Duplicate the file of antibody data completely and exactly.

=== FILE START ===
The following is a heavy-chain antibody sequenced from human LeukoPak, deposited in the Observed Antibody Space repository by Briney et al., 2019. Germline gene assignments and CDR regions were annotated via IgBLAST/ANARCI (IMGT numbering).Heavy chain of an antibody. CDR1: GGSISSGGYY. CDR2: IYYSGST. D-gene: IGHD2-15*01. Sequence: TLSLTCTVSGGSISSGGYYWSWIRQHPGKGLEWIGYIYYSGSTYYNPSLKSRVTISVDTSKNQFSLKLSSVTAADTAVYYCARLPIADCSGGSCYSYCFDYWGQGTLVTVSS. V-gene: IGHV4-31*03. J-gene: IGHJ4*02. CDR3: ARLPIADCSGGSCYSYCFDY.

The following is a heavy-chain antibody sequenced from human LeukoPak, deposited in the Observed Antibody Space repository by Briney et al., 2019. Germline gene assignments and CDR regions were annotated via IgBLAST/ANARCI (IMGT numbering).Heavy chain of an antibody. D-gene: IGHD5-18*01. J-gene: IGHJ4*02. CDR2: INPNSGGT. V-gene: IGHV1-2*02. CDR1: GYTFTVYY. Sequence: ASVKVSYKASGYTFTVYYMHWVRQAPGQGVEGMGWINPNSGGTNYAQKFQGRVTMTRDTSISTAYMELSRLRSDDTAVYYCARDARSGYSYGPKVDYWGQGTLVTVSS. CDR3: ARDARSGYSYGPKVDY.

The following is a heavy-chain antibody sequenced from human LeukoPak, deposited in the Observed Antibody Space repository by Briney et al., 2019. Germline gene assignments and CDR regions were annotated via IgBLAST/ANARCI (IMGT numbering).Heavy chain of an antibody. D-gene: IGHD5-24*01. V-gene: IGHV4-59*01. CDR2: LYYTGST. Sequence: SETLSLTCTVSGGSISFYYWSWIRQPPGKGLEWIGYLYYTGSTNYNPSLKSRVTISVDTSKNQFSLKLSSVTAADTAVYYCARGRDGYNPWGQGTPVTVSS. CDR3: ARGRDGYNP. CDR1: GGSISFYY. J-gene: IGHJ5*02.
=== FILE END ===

The following is a heavy-chain antibody sequenced from human LeukoPak, deposited in the Observed Antibody Space repository by Briney et al., 2019. Germline gene assignments and CDR regions were annotated via IgBLAST/ANARCI (IMGT numbering).Heavy chain of an antibody. CDR1: GGSISSGGYY. CDR2: IYYSGST. D-gene: IGHD2-15*01. Sequence: TLSLTCTVSGGSISSGGYYWSWIRQHPGKGLEWIGYIYYSGSTYYNPSLKSRVTISVDTSKNQFSLKLSSVTAADTAVYYCARLPIADCSGGSCYSYCFDYWGQGTLVTVSS. V-gene: IGHV4-31*03. J-gene: IGHJ4*02. CDR3: ARLPIADCSGGSCYSYCFDY.

The following is a heavy-chain antibody sequenced from human LeukoPak, deposited in the Observed Antibody Space repository by Briney et al., 2019. Germline gene assignments and CDR regions were annotated via IgBLAST/ANARCI (IMGT numbering).Heavy chain of an antibody. D-gene: IGHD5-18*01. J-gene: IGHJ4*02. CDR2: INPNSGGT. V-gene: IGHV1-2*02. CDR1: GYTFTVYY. Sequence: ASVKVSYKASGYTFTVYYMHWVRQAPGQGVEGMGWINPNSGGTNYAQKFQGRVTMTRDTSISTAYMELSRLRSDDTAVYYCARDARSGYSYGPKVDYWGQGTLVTVSS. CDR3: ARDARSGYSYGPKVDY.

The following is a heavy-chain antibody sequenced from human LeukoPak, deposited in the Observed Antibody Space repository by Briney et al., 2019. Germline gene assignments and CDR regions were annotated via IgBLAST/ANARCI (IMGT numbering).Heavy chain of an antibody. D-gene: IGHD5-24*01. V-gene: IGHV4-59*01. CDR2: LYYTGST. Sequence: SETLSLTCTVSGGSISFYYWSWIRQPPGKGLEWIGYLYYTGSTNYNPSLKSRVTISVDTSKNQFSLKLSSVTAADTAVYYCARGRDGYNPWGQGTPVTVSS. CDR3: ARGRDGYNP. CDR1: GGSISFYY. J-gene: IGHJ5*02.